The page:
Gingrich’s Lauded Doctor Resigns
Don Berwick, Center for Medicare and Medicaid Services (CMS) chief, resigned effective Friday, 11/25/2011, as a result of a GOP Senate filibuster that prevents his confirmation. Berwick assumed his position as a result of a recess appointment, but has now decided not to stay on because of the GOP filibuster even though his work in lowering medical costs while improving outcomes has been praised for over a decade by leading Republicans.
For all the partisan hype regarding Berwick’s resignation, remember this man has been praised by leading Republicans, including in 2000 by Gingrich, as one of the country’s foremost experts on controlling rising medical costs while increasing effectiveness.
Now, if you enjoy having medical costs bankrupt you and the nation or have no desire in bending the medical cost curve, then by all means hail his leaving. But for those of us who do want to see medical care costs decrease as a percentage of GDP (currently at 17% and estimated to be 20% by 2020 if costs are not controlled), then his leaving is a step backwards in bringing down excessive medical inflation that’s currently 2 to 3 times more than ordinary inflation.
Meanwhile, all OECD countries have medical care costs of no more than 11% of GDP with equal or better outcomes. Imagine how much billions the federal government could save or put into infrastructure improvements or education if just 6% of GDP was not going to medical care. Think about how much higher salaries could be if companies did not have to invest so much of their employee budget in medical care costs and how much lower product costs would be without the high cost of medical care included in their product price…and what that would mean in terms of global competitiveness.
Current Republican presidential frontrunner Newt Gingrich who in 2000 and then again in his 2006 book “Saving Lives & Saving Money” praised Berwick for his passionate belief that quality-care focused systems improve health outcomes and reduce health care spending — and many other conservatives (including former Bush health officials) shared and espoused this vision. From Gingrich’s 2000 editorial:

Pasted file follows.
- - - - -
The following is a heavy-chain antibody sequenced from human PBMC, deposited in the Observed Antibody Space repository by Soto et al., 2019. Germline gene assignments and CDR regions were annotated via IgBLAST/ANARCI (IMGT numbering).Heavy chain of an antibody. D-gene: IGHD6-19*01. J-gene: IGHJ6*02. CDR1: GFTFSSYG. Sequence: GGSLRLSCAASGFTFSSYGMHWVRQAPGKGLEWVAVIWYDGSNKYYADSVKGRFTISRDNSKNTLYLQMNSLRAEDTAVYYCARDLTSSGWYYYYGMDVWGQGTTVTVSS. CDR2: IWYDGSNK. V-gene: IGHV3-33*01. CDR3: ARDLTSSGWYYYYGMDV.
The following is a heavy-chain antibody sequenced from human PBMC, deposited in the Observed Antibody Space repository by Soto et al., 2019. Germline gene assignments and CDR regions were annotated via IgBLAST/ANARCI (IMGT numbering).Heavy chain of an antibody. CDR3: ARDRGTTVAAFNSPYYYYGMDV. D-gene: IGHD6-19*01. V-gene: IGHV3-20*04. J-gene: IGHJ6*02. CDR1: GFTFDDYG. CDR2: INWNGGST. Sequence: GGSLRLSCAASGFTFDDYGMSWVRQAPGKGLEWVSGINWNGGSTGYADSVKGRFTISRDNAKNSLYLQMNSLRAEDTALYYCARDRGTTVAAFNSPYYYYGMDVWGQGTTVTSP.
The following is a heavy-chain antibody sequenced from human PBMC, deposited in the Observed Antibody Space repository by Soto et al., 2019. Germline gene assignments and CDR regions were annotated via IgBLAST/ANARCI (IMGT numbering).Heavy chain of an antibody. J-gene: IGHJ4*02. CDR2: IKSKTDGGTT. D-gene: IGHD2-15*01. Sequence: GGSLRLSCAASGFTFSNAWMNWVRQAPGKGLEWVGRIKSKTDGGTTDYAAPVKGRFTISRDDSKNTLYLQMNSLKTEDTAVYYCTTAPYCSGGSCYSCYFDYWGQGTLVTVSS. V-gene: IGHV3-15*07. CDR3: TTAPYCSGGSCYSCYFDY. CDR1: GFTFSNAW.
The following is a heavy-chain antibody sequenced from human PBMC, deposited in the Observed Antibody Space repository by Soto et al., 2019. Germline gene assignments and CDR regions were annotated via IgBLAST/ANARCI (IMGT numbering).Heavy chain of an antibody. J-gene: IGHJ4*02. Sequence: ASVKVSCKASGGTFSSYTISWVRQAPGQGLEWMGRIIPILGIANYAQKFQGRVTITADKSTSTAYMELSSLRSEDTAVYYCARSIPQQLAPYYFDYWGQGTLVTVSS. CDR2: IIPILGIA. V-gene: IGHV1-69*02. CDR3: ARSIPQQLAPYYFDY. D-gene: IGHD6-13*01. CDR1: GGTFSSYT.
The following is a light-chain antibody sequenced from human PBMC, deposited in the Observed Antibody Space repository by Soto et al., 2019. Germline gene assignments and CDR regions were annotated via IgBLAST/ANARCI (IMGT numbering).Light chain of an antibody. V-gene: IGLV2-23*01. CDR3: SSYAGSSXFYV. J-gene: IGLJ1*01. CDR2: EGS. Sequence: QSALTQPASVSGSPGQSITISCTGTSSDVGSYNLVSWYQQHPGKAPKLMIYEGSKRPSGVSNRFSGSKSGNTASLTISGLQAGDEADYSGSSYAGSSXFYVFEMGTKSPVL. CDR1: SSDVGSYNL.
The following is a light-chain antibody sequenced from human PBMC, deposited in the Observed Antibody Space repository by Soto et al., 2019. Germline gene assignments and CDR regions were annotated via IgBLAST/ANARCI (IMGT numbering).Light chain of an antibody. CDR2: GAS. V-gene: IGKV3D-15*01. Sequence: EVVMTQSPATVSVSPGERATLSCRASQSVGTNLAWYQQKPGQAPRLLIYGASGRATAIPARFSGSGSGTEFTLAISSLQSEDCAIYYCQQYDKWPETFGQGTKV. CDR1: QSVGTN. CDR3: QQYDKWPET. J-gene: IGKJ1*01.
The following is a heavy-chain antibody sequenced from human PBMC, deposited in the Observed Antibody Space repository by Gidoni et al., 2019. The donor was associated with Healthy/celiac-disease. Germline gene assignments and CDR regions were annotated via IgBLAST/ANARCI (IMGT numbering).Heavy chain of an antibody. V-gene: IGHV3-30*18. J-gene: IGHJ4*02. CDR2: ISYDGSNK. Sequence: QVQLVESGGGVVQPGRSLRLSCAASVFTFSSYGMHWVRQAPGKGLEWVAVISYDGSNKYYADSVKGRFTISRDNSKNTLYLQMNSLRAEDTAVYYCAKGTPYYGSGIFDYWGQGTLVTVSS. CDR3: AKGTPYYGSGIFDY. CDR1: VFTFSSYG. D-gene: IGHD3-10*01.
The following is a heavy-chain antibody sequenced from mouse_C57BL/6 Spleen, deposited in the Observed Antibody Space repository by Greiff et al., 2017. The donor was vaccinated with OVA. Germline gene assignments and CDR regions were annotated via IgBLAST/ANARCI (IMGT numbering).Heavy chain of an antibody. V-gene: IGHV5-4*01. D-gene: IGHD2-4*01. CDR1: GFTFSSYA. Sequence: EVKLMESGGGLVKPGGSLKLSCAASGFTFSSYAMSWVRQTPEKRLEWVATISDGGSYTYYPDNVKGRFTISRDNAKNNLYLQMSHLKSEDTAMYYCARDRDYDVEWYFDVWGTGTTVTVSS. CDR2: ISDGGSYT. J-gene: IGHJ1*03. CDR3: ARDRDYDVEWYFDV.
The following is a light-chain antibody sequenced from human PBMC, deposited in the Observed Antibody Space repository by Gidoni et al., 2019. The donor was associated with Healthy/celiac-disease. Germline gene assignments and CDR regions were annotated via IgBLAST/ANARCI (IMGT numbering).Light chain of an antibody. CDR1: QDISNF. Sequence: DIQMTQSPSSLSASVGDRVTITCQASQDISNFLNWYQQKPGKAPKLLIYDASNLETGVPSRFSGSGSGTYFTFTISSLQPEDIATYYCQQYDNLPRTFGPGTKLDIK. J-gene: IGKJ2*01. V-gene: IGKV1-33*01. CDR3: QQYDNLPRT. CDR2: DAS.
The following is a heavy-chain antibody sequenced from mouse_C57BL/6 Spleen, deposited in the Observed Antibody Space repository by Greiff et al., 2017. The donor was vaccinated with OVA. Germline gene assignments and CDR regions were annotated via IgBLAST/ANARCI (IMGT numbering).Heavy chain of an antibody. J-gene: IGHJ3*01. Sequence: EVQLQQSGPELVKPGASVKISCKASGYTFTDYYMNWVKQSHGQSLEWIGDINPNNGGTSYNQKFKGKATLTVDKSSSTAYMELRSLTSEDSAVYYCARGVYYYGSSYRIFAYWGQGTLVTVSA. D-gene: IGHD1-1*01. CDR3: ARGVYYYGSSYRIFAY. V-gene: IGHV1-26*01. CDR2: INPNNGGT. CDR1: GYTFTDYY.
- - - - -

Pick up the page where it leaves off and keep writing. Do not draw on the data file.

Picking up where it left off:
The Veterans Administration’s Palo Alto Health Care System is creating a computerized patient medical record system. The new Northwestern Memorial Hospital in Chicago was designed from its conception to be a safer, more accurate and more electronic facility. Don Berwick at the Institute for Healthcare Improvement has worked for years to spread the word that the same systematic approach to quality control that has worked so well in manufacturing could create a dramatically safer, less expensive and more effective system of health and health care.
It’s worth keeping in mind what Matt Miller recently wrote in a Washington Post editorial.
The Journal Health Affairs asked former Swiss health minister Thomas Zeltner why his country’s individual mandate was acceptable to a nation known for ardently defending personal freedom. “That’s easy,” Zeltner replied. “We will not let people suffer and die when they need health care. The Swiss believe that in return, individuals owe it to society to provide ahead of time for their health care when they fall seriously ill. At that point, they may not have enough money to pay for it. So we consider the health insurance mandate to be a form of socially responsible civic conduct. In Switzerland, ‘individual freedom’ does not mean that you should be free to live irresponsibly and freeload from others.”
The opposition against Berwick is not about him per se, but rather his approval of a health care system that reduces costs and most importantly the angry, strident opposition of the GOP towards the Democratically enacted ACA and President Obama for no other reason than than he’s a Democrat. If he were a Republican, Berwick would have been confirmed long ago and ACA would have been hailed as a free market triumph that would reduce costs while requiring individual responsibility.
But GOP unreasoned hatred of of all things Democratic will prevent this nation from ceasing to be bankrupted by medical costs. Oh, and the current GOP answer to higher than inflation medical care costs: pick up more of the costs yourselves so you won’t or can’t use so many medical services.
For a middle and working class that has seen their incomes flat line or decrease, those GOP ideas will mean worse outcomes and more economic hardship. This policy argument should not be about political partisanship but about family and business economics.
Good going, GOP.